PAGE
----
“Machado is a great player, but I really wonder if the Orioles can afford him,” an executive from an AL team said. “That’s why I’d trade him this winter when his value is still high because he still has a full season of club (contractual) control left. I’d get as many prospects as I could for him, same thing for Jones and Britton, and then start a rebuild.

“That’s the only path they can realistically take. If they hang on to all their (potential) free agents, then it’s undoubtedly a win-or-else situation. You better win it all in 2018 and savor that championship because it would get ugly in a hurry in 2019 and for a few years after that.”

The Orioles, though, don’t feel necessarily feel that way.

They believe their farm system is better than how it is rated by outside observers. They also have contractual control over second baseman Jonathan Schoop through 2019, right-hander Kevin Gausman and Beckham through 2021 and righty Dylan Bundy through 2022.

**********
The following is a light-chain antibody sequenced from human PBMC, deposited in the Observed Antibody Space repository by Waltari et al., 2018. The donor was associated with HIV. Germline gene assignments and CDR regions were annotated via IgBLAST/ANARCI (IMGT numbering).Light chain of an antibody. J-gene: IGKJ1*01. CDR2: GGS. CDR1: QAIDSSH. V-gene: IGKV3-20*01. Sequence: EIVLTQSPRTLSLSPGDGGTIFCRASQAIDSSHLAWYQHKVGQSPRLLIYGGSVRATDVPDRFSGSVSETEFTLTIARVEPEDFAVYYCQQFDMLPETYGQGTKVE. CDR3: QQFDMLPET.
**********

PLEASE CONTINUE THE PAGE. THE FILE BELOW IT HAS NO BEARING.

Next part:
Nevertheless, the Orioles will need to bolster their rotation to contend next season as left-hander Wade Miley and right-handers Chris Tillman and Ubaldo Jimenez have all become free agents along with Hellickson. Tillman is likely to return on a one-year contract to rebuild his value following an awful 2017 but the Orioles need established starters to join Bundy and Gausman.

MASNSports.com’s Roch Kubatko recently reported that the Orioles have interest in a pair of free agents — left-hander Jason Vargas and right-hander Andrew Cashner.

Vargas was 18-11 with a 4.16 ERA and 1.33 WHIP in 32 starts for the Kansas City Royals this year. Cashner was 11-11 with a 3.40 ERA and 1.32 WHIP in 28 starts for the Texas Rangers.

Those names failed to impress a scout from an AL team.